EL SEGUNDO, Calif. — At age 20, Drew Doughty’s star was heading to the constellations.
During his sophomore NHL season, the Los Angeles Kings defenceman was the youngest member of Canada’s gold-medal winning Olympic team and finished third in Norris Trophy voting after compiling 16 goals and 59 points, which also earned him a spot on the NHL’s second all-star team.
By comparison, Doughty’s numbers this season make it appear his career has travelled like a North Korean rocket.
With just 10 goals and 36 points, it would be easy to say the London, Ont., product has taken a big step backwards.
However, Doughty — whose team can eliminate the Vancouver Canucks when they meet Sunday for Game 5 of the best-of-seven series the Kings lead 3-1 — said this season has been learning that points aren’t as important as other elements in his quest to be a top blueliner.
“They want me to shut down the other team’s best line every night. That’s one thing I needed to focus on,” Doughty said. “When you’re playing against top players every night, you can’t take the chances to jump in the rush as much or can’t take the chances to make a fancy play.
“It’s different compared to my second year, but I’ve enjoyed playing that role, and I know the points will come to me because I have the potential and opportunities to do it.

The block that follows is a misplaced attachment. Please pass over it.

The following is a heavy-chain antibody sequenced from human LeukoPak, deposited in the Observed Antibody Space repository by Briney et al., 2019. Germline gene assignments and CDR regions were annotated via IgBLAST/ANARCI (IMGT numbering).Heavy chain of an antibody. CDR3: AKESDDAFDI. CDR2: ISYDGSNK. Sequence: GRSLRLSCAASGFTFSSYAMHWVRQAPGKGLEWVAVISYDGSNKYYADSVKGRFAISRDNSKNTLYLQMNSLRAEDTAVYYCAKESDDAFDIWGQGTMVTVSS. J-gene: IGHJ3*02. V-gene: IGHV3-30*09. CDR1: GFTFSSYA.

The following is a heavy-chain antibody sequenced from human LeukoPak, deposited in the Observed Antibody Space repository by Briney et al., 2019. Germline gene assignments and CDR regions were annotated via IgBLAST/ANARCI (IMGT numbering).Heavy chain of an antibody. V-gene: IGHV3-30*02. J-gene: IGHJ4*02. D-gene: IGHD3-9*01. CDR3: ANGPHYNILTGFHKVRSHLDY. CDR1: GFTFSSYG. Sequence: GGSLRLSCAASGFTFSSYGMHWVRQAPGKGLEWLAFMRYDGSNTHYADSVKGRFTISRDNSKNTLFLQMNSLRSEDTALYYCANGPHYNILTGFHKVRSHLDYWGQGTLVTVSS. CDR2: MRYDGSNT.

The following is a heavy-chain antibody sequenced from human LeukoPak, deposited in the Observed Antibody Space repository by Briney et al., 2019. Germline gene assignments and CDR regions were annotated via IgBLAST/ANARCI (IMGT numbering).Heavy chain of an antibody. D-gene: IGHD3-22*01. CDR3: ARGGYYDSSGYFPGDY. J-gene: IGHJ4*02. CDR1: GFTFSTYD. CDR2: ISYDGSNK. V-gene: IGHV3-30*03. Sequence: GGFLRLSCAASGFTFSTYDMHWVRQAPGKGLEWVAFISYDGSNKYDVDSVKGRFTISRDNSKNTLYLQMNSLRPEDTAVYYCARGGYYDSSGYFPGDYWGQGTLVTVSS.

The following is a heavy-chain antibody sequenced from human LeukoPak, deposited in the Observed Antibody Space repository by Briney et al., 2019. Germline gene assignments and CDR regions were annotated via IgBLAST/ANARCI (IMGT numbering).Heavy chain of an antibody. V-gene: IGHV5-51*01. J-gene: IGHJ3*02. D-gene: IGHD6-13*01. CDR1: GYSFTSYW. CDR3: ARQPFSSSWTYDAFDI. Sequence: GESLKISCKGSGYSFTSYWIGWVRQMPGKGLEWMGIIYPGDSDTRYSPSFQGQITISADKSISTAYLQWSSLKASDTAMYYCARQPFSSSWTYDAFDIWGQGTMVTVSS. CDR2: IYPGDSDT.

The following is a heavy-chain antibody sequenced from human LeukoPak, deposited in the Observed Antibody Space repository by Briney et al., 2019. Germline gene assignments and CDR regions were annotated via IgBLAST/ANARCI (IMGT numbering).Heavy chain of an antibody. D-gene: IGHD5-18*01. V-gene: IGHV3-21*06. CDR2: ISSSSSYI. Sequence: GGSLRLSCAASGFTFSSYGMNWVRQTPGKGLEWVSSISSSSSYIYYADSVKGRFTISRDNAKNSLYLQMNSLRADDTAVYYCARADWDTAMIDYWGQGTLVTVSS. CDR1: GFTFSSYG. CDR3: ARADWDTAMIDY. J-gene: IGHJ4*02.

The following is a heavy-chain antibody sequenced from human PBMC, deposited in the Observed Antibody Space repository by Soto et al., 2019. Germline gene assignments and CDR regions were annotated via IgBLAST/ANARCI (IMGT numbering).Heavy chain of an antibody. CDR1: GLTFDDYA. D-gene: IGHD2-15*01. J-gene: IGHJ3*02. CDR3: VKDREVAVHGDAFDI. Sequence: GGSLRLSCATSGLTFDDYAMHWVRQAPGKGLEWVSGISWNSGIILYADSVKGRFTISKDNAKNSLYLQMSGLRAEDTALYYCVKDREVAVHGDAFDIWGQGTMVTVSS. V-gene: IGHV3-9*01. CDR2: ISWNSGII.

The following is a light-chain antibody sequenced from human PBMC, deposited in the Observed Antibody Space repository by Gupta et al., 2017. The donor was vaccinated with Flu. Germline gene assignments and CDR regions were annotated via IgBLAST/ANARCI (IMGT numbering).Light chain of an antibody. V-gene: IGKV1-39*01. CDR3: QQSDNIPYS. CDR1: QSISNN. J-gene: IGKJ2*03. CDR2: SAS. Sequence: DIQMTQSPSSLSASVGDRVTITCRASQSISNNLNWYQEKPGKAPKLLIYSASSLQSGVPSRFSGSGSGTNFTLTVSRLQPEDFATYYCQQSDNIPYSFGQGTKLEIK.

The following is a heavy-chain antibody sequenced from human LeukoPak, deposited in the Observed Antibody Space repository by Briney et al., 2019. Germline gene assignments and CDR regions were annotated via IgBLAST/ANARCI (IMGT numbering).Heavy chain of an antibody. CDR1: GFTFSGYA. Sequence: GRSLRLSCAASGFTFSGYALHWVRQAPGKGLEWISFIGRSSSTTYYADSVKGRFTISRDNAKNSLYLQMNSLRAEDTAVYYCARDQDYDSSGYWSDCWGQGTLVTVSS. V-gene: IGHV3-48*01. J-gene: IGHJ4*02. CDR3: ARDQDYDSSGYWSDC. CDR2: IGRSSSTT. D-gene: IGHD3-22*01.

“In my second year, everyone thinks I played so great, but really I was just getting points. I’m way better defensively now. I think that’s the biggest difference, people who don’t know their hockey so well, they think it’s all about points, but at the same time I was doing more to get points.
“I want to be one of those top guys some day. It’s a process and a process I’m willing to go through.”
Considering he’s only 22 years old, Doughty has time to get there, but it won’t just happen.
Plenty of defencemen have burst on the scene with big offence but never developed into consistent stars. Dion Phaneuf is a prime example. The special ones turn into perennial Norris Trophy contenders.
“Drew Doughty’s an awesome kid and very coachable kid,” said Kings head coach Darryl Sutter. “I think he’s going to develop into a top defenceman. He plays a lot of minutes for a young guy, but you don’t instantly become a great player or a top player. It’s going to be with experience and it’s going to be about how he handles it all.
“You don’t just learn in half a season or even two or three years. It takes time to become the whole package.”
Rest assured, Sutter, who took the head coaching reins from Terry Murray mid-season, has placed huge expectations on Doughty, whose struggles this season partially stem from missing a couple of weeks of training camp while hammering out a contract — eight years, US $56 million — and an early season concussion.
“Ever since Darryl took over, I feel I’ve stepped up my game,” Doughty said. “I think our whole team was down in the gutter before the coaching change. Ever since then, we’ve had a different mentality here. It’s more working hard, being harder on pucks, quicker all over the ice.
“Darryl’s been really hard on me ever since he’s been here. If I play a great game but make that one mistake, he’s going to make sure that he’s all over me for it.
“It’s not fun when he’s all over you, so I make sure I do everything I can to play a perfect game out there every night.”
On Twitter: @SUNRandySportak